Thanks to the splendid detective work of Professoressa Rossana Dalmonte (Istituto Liszt, Bologna), Liszt scholars have had to take another look at the provenance and history of the most famous of Liszt’s late compositions: La lugubre gondola. We can now establish a clear chronology of the piece, and the present version transpires to be the original conception, composed while Liszt was staying with Wagner at the Palazzo Vendramin on the Grand Canal in Venice in December 1882, a piece which Liszt later described as having been written as if under a premonition of Wagner’s death and funeral (Wagner died at the Vendramin in March 1883). The only version of the work published during Liszt’s lifetime is a revision of this manuscript issued by Fritzsch in 1885, known since 1927 as La lugubre gondola II, because in that year Breitkopf & Härtel published it alongside another work with the same title, known as La lugubre gondola I – an erroneous order of chronology. In August 1998, at the Benedetto Marcello Conservatorium in Venice, Rossana Dalmonte found two autograph manuscripts of La lugubre gondola (cf A and B below) which permit the establishment with reasonable precision of the following chronology: A 1882, December: Die Trauer-Gondel – La Lugubre Gondola, for pianoforte, in 44 [first version], the piece in the present recording (S199a); B 1883, January: La Lugubre Gondola, for pianoforte, in 44 [second version], the text which, with minimal alteration, constituted the basis of the 1885 edition (S200/2); C circa 1883: La lugubre gondola, transcription for violin or cello and piano from the version B above (S134), with twenty bars added in place of the last three at a later moment (but probably before the publication of B, since it lacks the final changes to the original text); D circa 1884–5: La lugubre gondola, for pianoforte in 68, the so-called La lugubre gondola I. This is really a new composition, but clearly derived from the material of B (S200/1). The Venice manuscripts were published for the first time in 2002 by Rugginenti in Milan, under the editorship of Mario Angiolelli. The well-known versions of the piece are available on volume 11 of the Hyperion Liszt Series.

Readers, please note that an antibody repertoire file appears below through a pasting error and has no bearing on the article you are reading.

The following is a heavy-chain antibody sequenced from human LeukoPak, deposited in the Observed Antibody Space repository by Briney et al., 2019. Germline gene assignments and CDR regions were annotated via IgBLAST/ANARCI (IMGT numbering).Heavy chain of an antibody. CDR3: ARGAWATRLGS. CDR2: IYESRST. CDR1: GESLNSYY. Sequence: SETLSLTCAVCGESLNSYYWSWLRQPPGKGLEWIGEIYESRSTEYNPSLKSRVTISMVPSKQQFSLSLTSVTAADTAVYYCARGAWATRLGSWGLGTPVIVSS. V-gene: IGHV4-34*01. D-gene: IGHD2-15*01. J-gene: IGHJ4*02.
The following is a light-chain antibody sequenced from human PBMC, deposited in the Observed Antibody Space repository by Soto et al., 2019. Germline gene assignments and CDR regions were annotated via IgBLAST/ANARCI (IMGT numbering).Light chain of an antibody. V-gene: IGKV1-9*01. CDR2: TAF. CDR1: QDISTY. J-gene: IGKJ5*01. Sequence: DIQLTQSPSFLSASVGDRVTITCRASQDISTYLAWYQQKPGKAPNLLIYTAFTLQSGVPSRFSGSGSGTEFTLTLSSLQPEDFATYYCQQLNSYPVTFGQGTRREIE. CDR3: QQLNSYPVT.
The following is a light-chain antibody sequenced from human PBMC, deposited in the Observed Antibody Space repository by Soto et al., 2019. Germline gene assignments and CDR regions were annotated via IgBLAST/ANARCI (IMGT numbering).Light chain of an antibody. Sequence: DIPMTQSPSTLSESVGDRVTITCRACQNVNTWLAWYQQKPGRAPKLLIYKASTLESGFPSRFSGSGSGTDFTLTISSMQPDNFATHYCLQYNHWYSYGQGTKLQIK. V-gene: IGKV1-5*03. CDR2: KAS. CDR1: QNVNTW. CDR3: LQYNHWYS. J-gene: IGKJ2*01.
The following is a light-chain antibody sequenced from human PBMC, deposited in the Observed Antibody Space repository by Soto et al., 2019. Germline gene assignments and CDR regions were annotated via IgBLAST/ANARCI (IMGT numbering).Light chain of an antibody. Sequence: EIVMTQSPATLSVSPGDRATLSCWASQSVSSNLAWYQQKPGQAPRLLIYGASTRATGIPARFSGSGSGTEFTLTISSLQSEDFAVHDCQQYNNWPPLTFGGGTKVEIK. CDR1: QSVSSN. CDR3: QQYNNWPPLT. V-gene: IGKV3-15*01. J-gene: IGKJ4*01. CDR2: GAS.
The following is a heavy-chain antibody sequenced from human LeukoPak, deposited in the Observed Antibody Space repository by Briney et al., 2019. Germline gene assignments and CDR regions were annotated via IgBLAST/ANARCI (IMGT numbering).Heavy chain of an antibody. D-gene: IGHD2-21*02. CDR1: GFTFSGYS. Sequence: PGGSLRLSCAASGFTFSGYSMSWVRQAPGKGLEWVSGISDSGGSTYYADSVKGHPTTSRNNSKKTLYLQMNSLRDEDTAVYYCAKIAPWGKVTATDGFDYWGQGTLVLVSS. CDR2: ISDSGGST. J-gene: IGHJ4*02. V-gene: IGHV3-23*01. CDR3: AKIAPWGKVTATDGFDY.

from notes by Leslie Howard © 2002